Rand, D.M. Population genetics of the cytoplasm and the units of selection on mitochondrial DNA in Drosophila melanogaster. Genetica 139, 685–697 (2011).
Wolff, J.N., Camus, M.F., Clancy, D.J. & Dowling, D.K. Complete mitochondrial genome sequences of thirteen globally sourced strains of fruit fly (Drosophila melanogaster) form a powerful model for mitochondrial research. Mitochondrial DNA http://dx.doi.org/10.3109/19401736.2015.1106496 (2015).
Solignac, M., Monnerot, M. & Mounolou, J.C. Concerted evolution of sequence repeats in Drosophila mitochondrial-DNA. J. Mol. Evol. 24, 53–60 (1986).
Tsujino, F. et al. Evolution of the A+T-rich region of mitochondrial DNA in the melanogaster species subgroup of Drosophila. J. Mol. Evol. 55, 573–583 (2002).
Schmitz-Linneweber, C. et al. Pigment deficiency in nightshade/tobacco cybrids is caused by the failure to edit the plastid ATPase α-subunit mRNA. Plant Cell 17, 1815–1828 (2005).
Meiklejohn, C.D. et al. An incompatibility between a mitochondrial tRNA and its nuclear-encoded tRNA synthetase compromises development and fitness in Drosophila. PLoS Genet. 9, e1003238 (2013).
Lee, H.Y. et al. Incompatibility of nuclear and mitochondrial genomes causes hybrid sterility between two yeast species. Cell 135, 1065–1073 (2008).
Špírek, M., Poláková, S., Jatzová, K. & Sulo, P. Post-zygotic sterility and cytonuclear compatibility limits in S. cerevisiae xenomitochondrial cybrids. Front. Genet. 5, 454 (2014).
Chen, Z. et al. Genetic mosaic analysis of a deleterious mitochondrial DNA mutation in Drosophila reveals novel aspects of mitochondrial regulation and function. Mol. Biol. Cell 26, 674–684 (2015).
Petit, N. et al. Developmental changes in heteroplasmy level and mitochondrial gene expression in a Drosophila subobscura mitochondrial deletion mutant. Curr. Genet. 33, 330–339 (1998).
Burman, J.L. et al. A Drosophila model of mitochondrial disease caused by a complex I mutation that uncouples proton pumping from electron transfer. Dis. Model. Mech. 7, 1165–1174 (2014).
Matsuura, E.T., Tanaka, Y.T. & Yamamoto, N. Effects of the nuclear genome on selective transmission of mitochondrial DNA in Drosophila. Genes Genet. Syst. 72, 119–123 (1997).
Doi, A., Suzuki, H. & Matsuura, E.T. Genetic analysis of temperature-dependent transmission of mitochondrial DNA in Drosophila. Heredity 82, 555–560 (1999).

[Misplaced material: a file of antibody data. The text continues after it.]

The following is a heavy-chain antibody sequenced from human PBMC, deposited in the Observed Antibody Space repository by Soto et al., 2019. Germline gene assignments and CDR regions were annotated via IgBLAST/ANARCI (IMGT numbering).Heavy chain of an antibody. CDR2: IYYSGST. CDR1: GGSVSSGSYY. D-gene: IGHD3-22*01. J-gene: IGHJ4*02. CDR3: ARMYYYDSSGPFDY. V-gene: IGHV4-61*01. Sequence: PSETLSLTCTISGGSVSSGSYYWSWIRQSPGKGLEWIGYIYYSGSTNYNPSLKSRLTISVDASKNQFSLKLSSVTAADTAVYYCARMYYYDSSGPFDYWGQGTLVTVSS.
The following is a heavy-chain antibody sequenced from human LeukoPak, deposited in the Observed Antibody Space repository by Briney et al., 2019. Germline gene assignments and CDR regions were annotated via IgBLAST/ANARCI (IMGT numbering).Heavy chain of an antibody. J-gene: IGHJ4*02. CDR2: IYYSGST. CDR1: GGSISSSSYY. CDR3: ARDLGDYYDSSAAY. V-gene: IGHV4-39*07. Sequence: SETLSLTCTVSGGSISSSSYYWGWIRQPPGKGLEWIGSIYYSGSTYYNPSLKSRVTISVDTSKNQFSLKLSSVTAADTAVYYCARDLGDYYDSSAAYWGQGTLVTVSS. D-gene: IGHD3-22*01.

Dunbar, D.R., Moonie, P.A., Jacobs, H.T. & Holt, I.J. Different cellular backgrounds confer a marked advantage to either mutant or wild-type mitochondrial genomes. Proc. Natl. Acad. Sci. USA 92, 6562–6566 (1995).
Niki, Y., Chigusa, S.I. & Matsuura, E.T. Complete replacement of mitochondrial DNA in Drosophila. Nature 341, 551–552 (1989).
De Stordeur, E. Nonrandom partition of mitochondria in heteroplasmic Drosophila. Heredity 79, 615–623 (1997).
Saito, S., Tamura, K. & Aotsuka, T. Replication origin of mitochondrial DNA in insects. Genetics 171, 1695–1705 (2005).
van Valen, L. A new evolutionary law. Evol. Theory 1, 1–30 (1973).
van Oven, M. & Kayser, M. Updated comprehensive phylogenetic tree of global human mitochondrial DNA variation. Hum. Mutat. 30, E386–E394 (2009).
McMillan, W.O. & Palumbi, S.R. Rapid rate of control-region evolution in Pacific butterflyfishes (Chaetodontidae). J. Mol. Evol. 45, 473–484 (1997).
Stoneking, M., Hedgecock, D., Higuchi, R.G., Vigilant, L. & Erlich, H.A. Population variation of human mtDNA control region sequences detected by enzymatic amplification and sequence-specific oligonucleotide probes. Am. J. Hum. Genet. 48, 370–382 (1991).
Townsend, J.P. & Rand, D.M. Mitochondrial genome size variation in New World and Old World populations of Drosophila melanogaster. Heredity 93, 98–103 (2004).
Casane, D. & Guéride, M. Evolution of heteroplasmy at a mitochondrial tandem repeat locus in cultured rabbit cells. Curr. Genet. 42, 66–72 (2002).
Hoelzel, A.R., Lopez, J.V., Dover, G.A. & O'Brien, S.J. Rapid evolution of a heteroplasmic repetitive sequence in the mitochondrial DNA control region of carnivores. J. Mol. Evol. 39, 191–199 (1994).
Faber, J.E. & Stepien, C.A. Tandemly repeated sequences in the mitochondrial DNA control region and phylogeography of the Pike–Perches Stizostedion. Mol. Phylogenet. Evol. 10, 310–322 (1998).
Lee, W.J., Conroy, J., Howell, W.H. & Kocher, T.D. Structure and evolution of teleost mitochondrial control regions. J. Mol. Evol. 41, 54–66 (1995).
Fumagalli, L., Taberlet, P., Favre, L. & Hausser, J. Origin and evolution of homologous repeated sequences in the mitochondrial DNA control region of shrews. Mol. Biol. Evol. 13, 31–46 (1996).
We thank M.J. Palladino (University of Pittsburgh) for kindly providing us flies with the ATP6 mitochondrial genome. This research was supported by US NIH funding (ES020725 and GM120005) to P.H.O'F. H.M. was supported by a long-term postdoctoral fellowship from the Human Frontiers Science Program (LT000138/2010-l).
The authors declare no competing financial interests.
Integrated supplementary information
Supplementary Figure 1 Exchange of the noncoding region is sufficient to confer robust drive to the ATP6 genome.